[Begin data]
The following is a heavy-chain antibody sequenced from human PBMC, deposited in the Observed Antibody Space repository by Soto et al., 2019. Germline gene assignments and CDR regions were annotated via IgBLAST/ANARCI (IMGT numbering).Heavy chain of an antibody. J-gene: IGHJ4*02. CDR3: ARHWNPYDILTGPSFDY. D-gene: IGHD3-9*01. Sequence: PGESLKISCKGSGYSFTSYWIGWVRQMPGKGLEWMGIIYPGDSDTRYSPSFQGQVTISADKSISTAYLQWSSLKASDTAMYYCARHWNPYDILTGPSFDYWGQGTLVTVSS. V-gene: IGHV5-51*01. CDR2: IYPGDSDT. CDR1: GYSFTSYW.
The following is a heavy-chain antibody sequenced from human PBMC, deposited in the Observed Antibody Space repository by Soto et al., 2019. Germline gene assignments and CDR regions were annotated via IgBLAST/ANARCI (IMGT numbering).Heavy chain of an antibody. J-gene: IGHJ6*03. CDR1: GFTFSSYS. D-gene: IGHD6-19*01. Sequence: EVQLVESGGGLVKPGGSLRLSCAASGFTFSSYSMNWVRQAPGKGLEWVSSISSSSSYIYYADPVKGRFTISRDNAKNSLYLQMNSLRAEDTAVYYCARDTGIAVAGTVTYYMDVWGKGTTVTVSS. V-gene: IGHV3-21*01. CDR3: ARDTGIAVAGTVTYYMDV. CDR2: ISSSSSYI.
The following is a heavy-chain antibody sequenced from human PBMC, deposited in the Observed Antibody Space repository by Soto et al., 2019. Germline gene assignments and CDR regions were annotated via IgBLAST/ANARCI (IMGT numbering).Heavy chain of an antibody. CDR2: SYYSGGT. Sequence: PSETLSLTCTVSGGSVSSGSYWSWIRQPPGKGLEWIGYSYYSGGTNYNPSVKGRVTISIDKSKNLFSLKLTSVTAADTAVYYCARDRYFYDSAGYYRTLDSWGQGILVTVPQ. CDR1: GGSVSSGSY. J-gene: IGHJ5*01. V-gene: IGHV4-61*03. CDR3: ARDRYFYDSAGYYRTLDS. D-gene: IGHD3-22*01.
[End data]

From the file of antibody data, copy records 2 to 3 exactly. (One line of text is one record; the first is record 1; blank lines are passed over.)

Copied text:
The following is a heavy-chain antibody sequenced from human PBMC, deposited in the Observed Antibody Space repository by Soto et al., 2019. Germline gene assignments and CDR regions were annotated via IgBLAST/ANARCI (IMGT numbering).Heavy chain of an antibody. J-gene: IGHJ6*03. CDR1: GFTFSSYS. D-gene: IGHD6-19*01. Sequence: EVQLVESGGGLVKPGGSLRLSCAASGFTFSSYSMNWVRQAPGKGLEWVSSISSSSSYIYYADPVKGRFTISRDNAKNSLYLQMNSLRAEDTAVYYCARDTGIAVAGTVTYYMDVWGKGTTVTVSS. V-gene: IGHV3-21*01. CDR3: ARDTGIAVAGTVTYYMDV. CDR2: ISSSSSYI.
The following is a heavy-chain antibody sequenced from human PBMC, deposited in the Observed Antibody Space repository by Soto et al., 2019. Germline gene assignments and CDR regions were annotated via IgBLAST/ANARCI (IMGT numbering).Heavy chain of an antibody. CDR2: SYYSGGT. Sequence: PSETLSLTCTVSGGSVSSGSYWSWIRQPPGKGLEWIGYSYYSGGTNYNPSVKGRVTISIDKSKNLFSLKLTSVTAADTAVYYCARDRYFYDSAGYYRTLDSWGQGILVTVPQ. CDR1: GGSVSSGSY. J-gene: IGHJ5*01. V-gene: IGHV4-61*03. CDR3: ARDRYFYDSAGYYRTLDS. D-gene: IGHD3-22*01.